2.2. Peritoneal Equilibration Test (PET)
In order to analyze peritoneal function, the peritoneal permeability of glucose was estimated by PET. First, intra-abdominal fluid was drained out. After 50 mL/kg PDF containing 2.5% glucose had been intraperitoneally injected, drained dialysate was collected immediately at 0 minutes and at 90 minutes. The injection volume was set based on that used in a human clinical context. Glucose levels were determined by SRL Co., Ltd. (Tokyo, Japan). The ratio of the glucose level in drained dialysate obtained 90 minutes after the injection to that obtained immediately after the injection was defined as the glucose level.
2.3. Histological Analysis
Left center parietal peritoneum was sampled from corresponding sites of each rat and was fixed with 10% FA/0.1 M phosphate buffer (pH 7.2). Peritoneal specimens were embedded in paraffin to prepare tissue sections of a thickness of 2-3 μm. To determine the thickness of the peritoneum, the sections were sliced perpendicularly to the peritoneal surface. Each section was stained with hematoxylin-eosin (HE) to analyze cell type and with Azan to identify collagen fibers. The morphologic changes of the peritoneum were evaluated in a blind manner with photomicroscopy by a toxicological pathologist.
The thickness of the peritoneum was measured with image-analysis software (Win ROOF, Mitani Co., Fukui, Japan). The specimens of the peritoneum were obtained from two sites in each rat. The thickness was measured at 30 points per site (at 0.5 mm intervals within a range of 1.5 cm), and the average was calculated.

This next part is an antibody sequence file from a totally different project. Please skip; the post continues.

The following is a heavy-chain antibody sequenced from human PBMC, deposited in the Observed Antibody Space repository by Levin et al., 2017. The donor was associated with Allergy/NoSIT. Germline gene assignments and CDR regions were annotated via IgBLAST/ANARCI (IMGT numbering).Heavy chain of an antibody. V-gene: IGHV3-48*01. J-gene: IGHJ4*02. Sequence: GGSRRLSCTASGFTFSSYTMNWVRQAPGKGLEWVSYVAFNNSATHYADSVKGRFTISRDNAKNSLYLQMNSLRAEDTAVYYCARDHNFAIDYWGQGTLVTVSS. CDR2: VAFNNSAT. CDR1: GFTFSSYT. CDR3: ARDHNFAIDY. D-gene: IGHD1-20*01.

Peritoneal tissue samples embedded in paraffin were sectioned at a thickness of 2-3 μm. These sections for analysis of cytokeratin or α-smooth muscle actin (α-SMA) were dewaxed with xylene. After endogenous peroxidase activity had been blocked with 3% hydrogen peroxide/methanol for 15 minutes, the sections were treated with 0.25% trypsin/1 mM EDTA for 2 hours at room temperature. These sections were treated for 2 hours at room temperature with a monoclonal antibody against α-SMA (Sigma Chemical Co., St. Louis, MO, USA) at a dilution of 1 : 2000 to identify mesenchymal cells or for 2 hours at room temperature with prediluted monoclonal antibodies against pan-cytokeratin (Sigma Chemical Co.) at a dilution of 1 : 2 to identify mesothelial cells. For the analysis of podoplanin location, after dewaxing in xylene, the sections were autoclaved at 121°C for 10 min. After blocking with 3% hydrogen peroxide, the sections were treated overnight at 4°C with a rabbit polyclonal antibody against podoplanin (Bios Inc., Boston, MA, USA) at a dilution of 1 : 1000 to identify activated mesothelial cells. Sections were incubated with biotinylated anti-rabbit immunoglobulins for 30 min and then treated with streptavidin-horseradish peroxidase conjugate for 30 min followed by detection with DAB. These sections were also counterstained with Meyer’s hematoxylin.